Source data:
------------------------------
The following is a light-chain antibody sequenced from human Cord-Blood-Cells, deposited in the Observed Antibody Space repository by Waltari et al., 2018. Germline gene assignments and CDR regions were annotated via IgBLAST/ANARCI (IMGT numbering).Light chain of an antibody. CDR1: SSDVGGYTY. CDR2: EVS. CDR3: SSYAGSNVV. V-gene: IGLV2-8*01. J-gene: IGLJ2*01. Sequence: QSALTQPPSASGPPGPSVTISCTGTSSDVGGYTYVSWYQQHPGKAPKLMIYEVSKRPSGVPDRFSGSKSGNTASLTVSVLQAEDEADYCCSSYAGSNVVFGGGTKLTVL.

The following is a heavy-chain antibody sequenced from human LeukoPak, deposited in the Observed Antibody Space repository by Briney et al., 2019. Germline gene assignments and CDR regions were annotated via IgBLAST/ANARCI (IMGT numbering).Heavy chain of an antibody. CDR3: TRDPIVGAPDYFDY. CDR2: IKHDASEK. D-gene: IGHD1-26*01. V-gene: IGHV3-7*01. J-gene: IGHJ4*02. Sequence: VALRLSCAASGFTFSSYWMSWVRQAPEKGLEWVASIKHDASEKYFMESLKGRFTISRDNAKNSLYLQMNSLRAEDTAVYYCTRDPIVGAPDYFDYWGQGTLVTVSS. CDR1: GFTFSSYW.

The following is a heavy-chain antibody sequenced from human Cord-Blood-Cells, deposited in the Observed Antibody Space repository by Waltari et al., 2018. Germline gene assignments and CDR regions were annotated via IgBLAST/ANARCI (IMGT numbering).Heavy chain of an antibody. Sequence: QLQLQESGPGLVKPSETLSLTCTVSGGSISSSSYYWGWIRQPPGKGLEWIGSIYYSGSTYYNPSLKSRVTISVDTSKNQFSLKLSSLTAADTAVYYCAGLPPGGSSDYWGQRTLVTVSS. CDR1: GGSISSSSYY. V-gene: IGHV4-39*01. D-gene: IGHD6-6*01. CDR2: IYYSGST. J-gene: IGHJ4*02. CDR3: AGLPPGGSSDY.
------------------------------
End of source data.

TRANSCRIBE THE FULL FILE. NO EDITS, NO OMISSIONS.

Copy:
The following is a light-chain antibody sequenced from human Cord-Blood-Cells, deposited in the Observed Antibody Space repository by Waltari et al., 2018. Germline gene assignments and CDR regions were annotated via IgBLAST/ANARCI (IMGT numbering).Light chain of an antibody. CDR1: SSDVGGYTY. CDR2: EVS. CDR3: SSYAGSNVV. V-gene: IGLV2-8*01. J-gene: IGLJ2*01. Sequence: QSALTQPPSASGPPGPSVTISCTGTSSDVGGYTYVSWYQQHPGKAPKLMIYEVSKRPSGVPDRFSGSKSGNTASLTVSVLQAEDEADYCCSSYAGSNVVFGGGTKLTVL.

The following is a heavy-chain antibody sequenced from human LeukoPak, deposited in the Observed Antibody Space repository by Briney et al., 2019. Germline gene assignments and CDR regions were annotated via IgBLAST/ANARCI (IMGT numbering).Heavy chain of an antibody. CDR3: TRDPIVGAPDYFDY. CDR2: IKHDASEK. D-gene: IGHD1-26*01. V-gene: IGHV3-7*01. J-gene: IGHJ4*02. Sequence: VALRLSCAASGFTFSSYWMSWVRQAPEKGLEWVASIKHDASEKYFMESLKGRFTISRDNAKNSLYLQMNSLRAEDTAVYYCTRDPIVGAPDYFDYWGQGTLVTVSS. CDR1: GFTFSSYW.

The following is a heavy-chain antibody sequenced from human Cord-Blood-Cells, deposited in the Observed Antibody Space repository by Waltari et al., 2018. Germline gene assignments and CDR regions were annotated via IgBLAST/ANARCI (IMGT numbering).Heavy chain of an antibody. Sequence: QLQLQESGPGLVKPSETLSLTCTVSGGSISSSSYYWGWIRQPPGKGLEWIGSIYYSGSTYYNPSLKSRVTISVDTSKNQFSLKLSSLTAADTAVYYCAGLPPGGSSDYWGQRTLVTVSS. CDR1: GGSISSSSYY. V-gene: IGHV4-39*01. D-gene: IGHD6-6*01. CDR2: IYYSGST. J-gene: IGHJ4*02. CDR3: AGLPPGGSSDY.